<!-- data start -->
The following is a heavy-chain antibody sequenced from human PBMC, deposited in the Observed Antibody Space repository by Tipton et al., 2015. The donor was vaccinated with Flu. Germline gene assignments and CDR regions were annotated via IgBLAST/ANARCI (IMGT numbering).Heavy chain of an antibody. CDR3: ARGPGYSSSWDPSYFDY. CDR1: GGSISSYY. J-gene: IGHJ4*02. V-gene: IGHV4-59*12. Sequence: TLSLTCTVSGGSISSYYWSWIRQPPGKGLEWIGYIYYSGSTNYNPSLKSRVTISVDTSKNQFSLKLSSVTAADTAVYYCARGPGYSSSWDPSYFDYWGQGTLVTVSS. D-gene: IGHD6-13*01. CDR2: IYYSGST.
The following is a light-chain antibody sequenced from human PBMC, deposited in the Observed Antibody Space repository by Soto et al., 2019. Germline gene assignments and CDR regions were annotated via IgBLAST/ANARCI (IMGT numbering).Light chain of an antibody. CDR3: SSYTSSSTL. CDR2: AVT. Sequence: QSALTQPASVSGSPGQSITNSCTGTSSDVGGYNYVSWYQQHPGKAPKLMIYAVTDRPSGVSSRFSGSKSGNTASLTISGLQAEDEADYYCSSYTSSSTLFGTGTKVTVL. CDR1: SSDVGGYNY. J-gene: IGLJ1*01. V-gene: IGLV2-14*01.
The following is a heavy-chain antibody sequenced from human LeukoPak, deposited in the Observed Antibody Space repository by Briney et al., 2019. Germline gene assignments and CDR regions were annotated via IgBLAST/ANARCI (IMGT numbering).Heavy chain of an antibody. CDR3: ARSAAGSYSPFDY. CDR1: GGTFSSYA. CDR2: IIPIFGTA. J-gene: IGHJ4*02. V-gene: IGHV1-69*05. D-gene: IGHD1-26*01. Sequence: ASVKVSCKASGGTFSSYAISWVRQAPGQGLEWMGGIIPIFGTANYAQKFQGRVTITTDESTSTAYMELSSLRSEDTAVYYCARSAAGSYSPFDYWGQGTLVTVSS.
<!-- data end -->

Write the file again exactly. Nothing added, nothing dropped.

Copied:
The following is a heavy-chain antibody sequenced from human PBMC, deposited in the Observed Antibody Space repository by Tipton et al., 2015. The donor was vaccinated with Flu. Germline gene assignments and CDR regions were annotated via IgBLAST/ANARCI (IMGT numbering).Heavy chain of an antibody. CDR3: ARGPGYSSSWDPSYFDY. CDR1: GGSISSYY. J-gene: IGHJ4*02. V-gene: IGHV4-59*12. Sequence: TLSLTCTVSGGSISSYYWSWIRQPPGKGLEWIGYIYYSGSTNYNPSLKSRVTISVDTSKNQFSLKLSSVTAADTAVYYCARGPGYSSSWDPSYFDYWGQGTLVTVSS. D-gene: IGHD6-13*01. CDR2: IYYSGST.
The following is a light-chain antibody sequenced from human PBMC, deposited in the Observed Antibody Space repository by Soto et al., 2019. Germline gene assignments and CDR regions were annotated via IgBLAST/ANARCI (IMGT numbering).Light chain of an antibody. CDR3: SSYTSSSTL. CDR2: AVT. Sequence: QSALTQPASVSGSPGQSITNSCTGTSSDVGGYNYVSWYQQHPGKAPKLMIYAVTDRPSGVSSRFSGSKSGNTASLTISGLQAEDEADYYCSSYTSSSTLFGTGTKVTVL. CDR1: SSDVGGYNY. J-gene: IGLJ1*01. V-gene: IGLV2-14*01.
The following is a heavy-chain antibody sequenced from human LeukoPak, deposited in the Observed Antibody Space repository by Briney et al., 2019. Germline gene assignments and CDR regions were annotated via IgBLAST/ANARCI (IMGT numbering).Heavy chain of an antibody. CDR3: ARSAAGSYSPFDY. CDR1: GGTFSSYA. CDR2: IIPIFGTA. J-gene: IGHJ4*02. V-gene: IGHV1-69*05. D-gene: IGHD1-26*01. Sequence: ASVKVSCKASGGTFSSYAISWVRQAPGQGLEWMGGIIPIFGTANYAQKFQGRVTITTDESTSTAYMELSSLRSEDTAVYYCARSAAGSYSPFDYWGQGTLVTVSS.